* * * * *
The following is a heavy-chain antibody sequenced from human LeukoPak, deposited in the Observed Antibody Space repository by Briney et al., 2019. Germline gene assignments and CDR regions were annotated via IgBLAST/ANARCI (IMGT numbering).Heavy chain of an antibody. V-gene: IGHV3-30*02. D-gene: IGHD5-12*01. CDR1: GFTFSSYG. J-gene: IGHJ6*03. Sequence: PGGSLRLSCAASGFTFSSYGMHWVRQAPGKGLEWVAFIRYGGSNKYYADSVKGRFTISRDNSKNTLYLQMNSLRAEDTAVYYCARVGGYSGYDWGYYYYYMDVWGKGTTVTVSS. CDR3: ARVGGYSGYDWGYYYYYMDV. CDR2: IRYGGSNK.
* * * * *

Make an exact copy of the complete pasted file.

The following is a heavy-chain antibody sequenced from human LeukoPak, deposited in the Observed Antibody Space repository by Briney et al., 2019. Germline gene assignments and CDR regions were annotated via IgBLAST/ANARCI (IMGT numbering).Heavy chain of an antibody. V-gene: IGHV3-30*02. D-gene: IGHD5-12*01. CDR1: GFTFSSYG. J-gene: IGHJ6*03. Sequence: PGGSLRLSCAASGFTFSSYGMHWVRQAPGKGLEWVAFIRYGGSNKYYADSVKGRFTISRDNSKNTLYLQMNSLRAEDTAVYYCARVGGYSGYDWGYYYYYMDVWGKGTTVTVSS. CDR3: ARVGGYSGYDWGYYYYYMDV. CDR2: IRYGGSNK.